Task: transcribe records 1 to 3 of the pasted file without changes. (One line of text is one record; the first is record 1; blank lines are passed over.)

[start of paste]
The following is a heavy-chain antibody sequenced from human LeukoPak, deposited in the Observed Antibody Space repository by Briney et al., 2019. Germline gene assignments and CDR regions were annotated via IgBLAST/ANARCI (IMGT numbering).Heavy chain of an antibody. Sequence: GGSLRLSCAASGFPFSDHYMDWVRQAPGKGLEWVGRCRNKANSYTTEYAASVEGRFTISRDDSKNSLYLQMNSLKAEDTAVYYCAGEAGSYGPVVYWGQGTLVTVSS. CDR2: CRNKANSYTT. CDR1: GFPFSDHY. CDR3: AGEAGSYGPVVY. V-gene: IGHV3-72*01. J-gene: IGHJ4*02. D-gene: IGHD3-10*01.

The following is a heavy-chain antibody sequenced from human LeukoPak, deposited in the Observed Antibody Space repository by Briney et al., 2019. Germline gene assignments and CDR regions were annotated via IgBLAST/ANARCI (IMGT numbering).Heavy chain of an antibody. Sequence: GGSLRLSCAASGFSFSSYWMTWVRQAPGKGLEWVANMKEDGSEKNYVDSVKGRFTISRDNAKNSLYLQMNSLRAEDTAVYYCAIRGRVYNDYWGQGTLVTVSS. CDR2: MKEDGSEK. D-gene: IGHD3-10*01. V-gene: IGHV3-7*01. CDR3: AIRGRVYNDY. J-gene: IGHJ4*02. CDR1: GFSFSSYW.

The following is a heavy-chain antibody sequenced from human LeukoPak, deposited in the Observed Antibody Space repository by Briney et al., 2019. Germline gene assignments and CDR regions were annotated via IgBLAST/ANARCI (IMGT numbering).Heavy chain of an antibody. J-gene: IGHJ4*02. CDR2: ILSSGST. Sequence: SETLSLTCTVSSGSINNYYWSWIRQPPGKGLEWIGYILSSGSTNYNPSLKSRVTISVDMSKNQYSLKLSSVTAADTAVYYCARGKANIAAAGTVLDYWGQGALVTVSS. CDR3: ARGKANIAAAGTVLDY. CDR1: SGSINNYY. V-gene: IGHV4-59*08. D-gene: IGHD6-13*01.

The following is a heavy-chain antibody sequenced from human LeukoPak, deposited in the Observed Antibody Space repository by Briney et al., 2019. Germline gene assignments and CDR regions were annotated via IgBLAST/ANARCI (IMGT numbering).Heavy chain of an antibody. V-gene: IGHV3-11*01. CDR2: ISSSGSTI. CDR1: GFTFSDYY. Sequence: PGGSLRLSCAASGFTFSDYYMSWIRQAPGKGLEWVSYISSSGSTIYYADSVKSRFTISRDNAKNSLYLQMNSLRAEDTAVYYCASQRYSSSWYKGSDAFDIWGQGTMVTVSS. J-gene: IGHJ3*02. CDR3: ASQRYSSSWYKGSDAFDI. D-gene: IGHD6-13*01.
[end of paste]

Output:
The following is a heavy-chain antibody sequenced from human LeukoPak, deposited in the Observed Antibody Space repository by Briney et al., 2019. Germline gene assignments and CDR regions were annotated via IgBLAST/ANARCI (IMGT numbering).Heavy chain of an antibody. Sequence: GGSLRLSCAASGFPFSDHYMDWVRQAPGKGLEWVGRCRNKANSYTTEYAASVEGRFTISRDDSKNSLYLQMNSLKAEDTAVYYCAGEAGSYGPVVYWGQGTLVTVSS. CDR2: CRNKANSYTT. CDR1: GFPFSDHY. CDR3: AGEAGSYGPVVY. V-gene: IGHV3-72*01. J-gene: IGHJ4*02. D-gene: IGHD3-10*01.

The following is a heavy-chain antibody sequenced from human LeukoPak, deposited in the Observed Antibody Space repository by Briney et al., 2019. Germline gene assignments and CDR regions were annotated via IgBLAST/ANARCI (IMGT numbering).Heavy chain of an antibody. Sequence: GGSLRLSCAASGFSFSSYWMTWVRQAPGKGLEWVANMKEDGSEKNYVDSVKGRFTISRDNAKNSLYLQMNSLRAEDTAVYYCAIRGRVYNDYWGQGTLVTVSS. CDR2: MKEDGSEK. D-gene: IGHD3-10*01. V-gene: IGHV3-7*01. CDR3: AIRGRVYNDY. J-gene: IGHJ4*02. CDR1: GFSFSSYW.

The following is a heavy-chain antibody sequenced from human LeukoPak, deposited in the Observed Antibody Space repository by Briney et al., 2019. Germline gene assignments and CDR regions were annotated via IgBLAST/ANARCI (IMGT numbering).Heavy chain of an antibody. J-gene: IGHJ4*02. CDR2: ILSSGST. Sequence: SETLSLTCTVSSGSINNYYWSWIRQPPGKGLEWIGYILSSGSTNYNPSLKSRVTISVDMSKNQYSLKLSSVTAADTAVYYCARGKANIAAAGTVLDYWGQGALVTVSS. CDR3: ARGKANIAAAGTVLDY. CDR1: SGSINNYY. V-gene: IGHV4-59*08. D-gene: IGHD6-13*01.